Happy Monday! I’m not sure if I’ve shared this poem on here. When I was six-years-old, in grade one, my teacher used to read us Shell Silverstein poems in class. I had the same teacher, Mrs. Allarie, for grades one, two, and three, so I was able to here a few books worth of Shell Silverstein’s poems.
Many of Silverstein’s poems are written for children, but many of them also have great meaning and allusion to (for) adults.
Here’s an interesting interpretation of the poem “Where the Side Walk Ends” on Wikipedia.
Also, here’s some background info on Shell Silverstein if you’ve never heard of him before today.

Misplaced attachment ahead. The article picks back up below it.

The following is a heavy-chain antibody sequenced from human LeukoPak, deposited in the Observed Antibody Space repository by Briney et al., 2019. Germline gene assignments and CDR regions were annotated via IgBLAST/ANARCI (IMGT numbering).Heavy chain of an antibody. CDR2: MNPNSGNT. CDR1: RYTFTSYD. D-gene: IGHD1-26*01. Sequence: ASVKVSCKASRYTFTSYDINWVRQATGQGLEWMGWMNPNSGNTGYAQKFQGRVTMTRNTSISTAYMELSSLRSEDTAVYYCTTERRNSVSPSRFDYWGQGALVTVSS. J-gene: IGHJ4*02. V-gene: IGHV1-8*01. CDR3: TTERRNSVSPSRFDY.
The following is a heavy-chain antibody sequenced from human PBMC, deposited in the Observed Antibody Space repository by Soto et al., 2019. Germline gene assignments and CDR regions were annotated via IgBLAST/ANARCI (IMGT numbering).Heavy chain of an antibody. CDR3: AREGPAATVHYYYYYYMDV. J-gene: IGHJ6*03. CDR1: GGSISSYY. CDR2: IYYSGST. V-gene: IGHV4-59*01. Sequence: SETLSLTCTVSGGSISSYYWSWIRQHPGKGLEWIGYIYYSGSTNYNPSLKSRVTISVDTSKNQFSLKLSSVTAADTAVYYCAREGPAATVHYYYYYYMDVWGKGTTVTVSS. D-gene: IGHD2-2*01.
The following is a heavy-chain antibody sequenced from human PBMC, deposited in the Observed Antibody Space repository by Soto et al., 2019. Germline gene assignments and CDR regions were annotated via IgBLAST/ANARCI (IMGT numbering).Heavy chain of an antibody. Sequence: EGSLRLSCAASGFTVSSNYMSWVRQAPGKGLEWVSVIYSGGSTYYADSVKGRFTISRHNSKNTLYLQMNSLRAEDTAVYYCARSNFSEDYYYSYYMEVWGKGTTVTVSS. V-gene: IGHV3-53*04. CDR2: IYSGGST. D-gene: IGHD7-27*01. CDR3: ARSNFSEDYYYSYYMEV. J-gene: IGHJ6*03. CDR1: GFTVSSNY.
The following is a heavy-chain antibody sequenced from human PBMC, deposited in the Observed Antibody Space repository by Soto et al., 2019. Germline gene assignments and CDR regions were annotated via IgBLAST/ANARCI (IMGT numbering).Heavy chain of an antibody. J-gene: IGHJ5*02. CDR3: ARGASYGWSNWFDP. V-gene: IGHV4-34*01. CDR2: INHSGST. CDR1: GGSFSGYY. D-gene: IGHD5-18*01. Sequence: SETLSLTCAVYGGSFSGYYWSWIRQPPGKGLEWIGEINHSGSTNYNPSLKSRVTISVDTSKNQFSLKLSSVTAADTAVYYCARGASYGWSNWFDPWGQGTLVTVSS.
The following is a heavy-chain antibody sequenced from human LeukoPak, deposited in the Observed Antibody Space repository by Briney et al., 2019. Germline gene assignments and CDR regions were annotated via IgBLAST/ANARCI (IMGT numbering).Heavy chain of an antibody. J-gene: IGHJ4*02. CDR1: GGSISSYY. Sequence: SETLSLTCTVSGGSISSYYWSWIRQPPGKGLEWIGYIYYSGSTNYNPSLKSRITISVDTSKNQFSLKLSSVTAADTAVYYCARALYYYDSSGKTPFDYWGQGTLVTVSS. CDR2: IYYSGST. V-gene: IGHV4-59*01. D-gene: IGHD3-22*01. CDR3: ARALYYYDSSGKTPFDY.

Credit: Sue Zeng via Unsplash
Where the Sidewalk Ends – Shell Silverstein
There is a place where the sidewalk ends
And before the street begins,
And there the grass grows soft and white,
And there the sun burns crimson bright,
And there the moon-bird rests from his flight
To cool in the peppermint wind.
Let us leave this place where the smoke blows black
And the dark street winds and bends.
Past the pits where the asphalt flowers grow
We shall walk with a walk that is measured and slow,
And watch where the chalk-white arrows go
To the place where the sidewalk ends.
Yes we’ll walk with a walk that is measured and slow,
And we’ll go where the chalk-white arrows go,
For the children, they mark, and the children, they know
The place where the sidewalk ends.
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